We have steadily added commercial partners who have integrated the API and to date the system has been integrated into hundreds of apps and services.

What have been the major bumps in the road and how have you overcome them?

In the early days, we underestimated the extent to which people recognise the problem of global addressing. Most people just assume it isn’t a problem, but when you ask them how often they got lost, packages go missing or how they would function if their country didn’t have an addressing system – they immediately understand.

We are now far clearer about how and where addressing doesn’t work around the world and we’re a lot more successful in conveying our idea as a result.

How have you marketed the business?

We have a very clear vision. We want to change the world and make it a less frustrating, more efficient and safer place.

We focused on getting our message to “Ambitious Innovators”, those who could see the opportunity is such a disruptive approach. We got an invitation to the World Economic Forum and even a visit to 10 Downing Street (chief.score.locked).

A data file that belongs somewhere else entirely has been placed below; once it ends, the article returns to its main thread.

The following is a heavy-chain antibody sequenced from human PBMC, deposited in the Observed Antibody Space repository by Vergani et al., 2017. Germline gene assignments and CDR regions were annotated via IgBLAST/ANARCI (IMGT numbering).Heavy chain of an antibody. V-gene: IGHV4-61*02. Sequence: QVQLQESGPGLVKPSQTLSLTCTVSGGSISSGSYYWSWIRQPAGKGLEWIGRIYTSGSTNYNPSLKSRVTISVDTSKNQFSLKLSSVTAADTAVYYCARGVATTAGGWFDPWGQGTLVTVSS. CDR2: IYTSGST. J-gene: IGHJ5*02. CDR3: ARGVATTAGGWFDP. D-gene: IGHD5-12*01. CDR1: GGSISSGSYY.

Last year we won the Cannes Lions Grand Prix for Innovation, a recognition award from the United Nations Universal Postal Union, a Laureate from The Tech Awards and Best British Mobile Startup at MWC. These milestones have helped us raise awareness and definitely driven inbound leads.

A Cannes award for innovation was just one of a series of accolades

A Cannes Lions award for innovation was just one of a series of accolades

Key to achieving dramatic scale in a short timeframe has been our ability to develop strategic commercial partnerships which has brought our technology to new users all around the world.

Audi recently discovered what3words and found their iconic tag line vorsprung.durch.technik was a 3 word address in the jungle just outside of Sao Paulo. They love a road trip, so they drove their latest Q7 there and documented the whole process.

What the hardest thing about running your own business and what makes it fulfilling/fun?

We’ve built out a global strategy from scratch about how we feel it’s best to get people across the world using a new address system. There is no precedent to follow and you have to get your best heads around the table and build a route to global adoption. That’s both hard, fulfilling and fun in equal measures.

What sets your business apart from the rest and how have you nurtured that point of difference?